Well, anyone who reads this lawsuit knows that it’s frivolous. Now, this will help me in the future going back against McDonald and I intend to fight back. I don’t want to give names but there’s another guy that he wanted to do some awful things. To me he behind the scenes, like a like a little mafioso want to be. So he had other people and I have certainly names they’re gonna, you know, be subpoenaed and people are gonna come to court. There’s endless people that are disgruntled. There’s endless people that he hurt. It is endless! Julie, I deal with it every day. This guy is so. ugh! you feel dirty, I got a shower. Every day, the amount of information that I had on this guy. I mean, it’s overwhelming. But he does he doesn’t sue anybody but me. Why? Wouldn’t you sue the guy that if it’s not true that said he wanted to hire me to kill his son in law? You know the elders wouldn’t you sue them? No, he sued me. Why? Because he had to silence me. He doesn’t want the truth out. Because the James McDonald of the pulpit is not James McDonald. That’s an act. That’s the facade it’s the Wizard of Oz. And that whole act is about one thing in my opinion. And that’s, you know, getting as many widow mites as he can in his pocket.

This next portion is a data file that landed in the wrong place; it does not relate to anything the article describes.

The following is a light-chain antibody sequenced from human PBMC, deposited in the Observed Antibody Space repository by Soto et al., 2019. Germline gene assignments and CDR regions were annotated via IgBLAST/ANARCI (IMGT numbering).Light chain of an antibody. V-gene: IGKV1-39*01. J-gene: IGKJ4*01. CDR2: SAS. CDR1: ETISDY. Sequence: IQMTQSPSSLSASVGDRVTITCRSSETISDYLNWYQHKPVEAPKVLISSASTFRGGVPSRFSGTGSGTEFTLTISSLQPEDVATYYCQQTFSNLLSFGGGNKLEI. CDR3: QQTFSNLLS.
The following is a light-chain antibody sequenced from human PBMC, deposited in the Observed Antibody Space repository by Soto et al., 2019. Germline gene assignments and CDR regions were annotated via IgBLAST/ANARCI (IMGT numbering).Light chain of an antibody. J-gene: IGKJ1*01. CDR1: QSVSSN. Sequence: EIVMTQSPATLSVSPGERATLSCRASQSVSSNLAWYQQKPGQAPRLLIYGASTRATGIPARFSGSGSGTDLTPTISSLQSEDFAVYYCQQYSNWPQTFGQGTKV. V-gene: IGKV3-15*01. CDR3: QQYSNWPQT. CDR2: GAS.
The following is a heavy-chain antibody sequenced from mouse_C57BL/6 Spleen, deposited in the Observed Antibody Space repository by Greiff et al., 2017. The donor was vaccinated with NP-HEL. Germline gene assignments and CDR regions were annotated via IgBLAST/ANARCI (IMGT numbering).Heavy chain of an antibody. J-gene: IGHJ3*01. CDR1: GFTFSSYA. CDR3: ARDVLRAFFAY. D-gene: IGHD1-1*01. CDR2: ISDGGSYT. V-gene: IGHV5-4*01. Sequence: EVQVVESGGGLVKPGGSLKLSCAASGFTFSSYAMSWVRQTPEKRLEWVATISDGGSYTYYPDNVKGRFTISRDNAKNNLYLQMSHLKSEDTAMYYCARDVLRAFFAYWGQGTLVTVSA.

JULIE ROYS 24:30
I was absolutely stunned honestly, Mancow, when he came after you because I’m like, What does he not learn? And he has so many skeletons in his closet, right?
MANCOW MULLER 24:39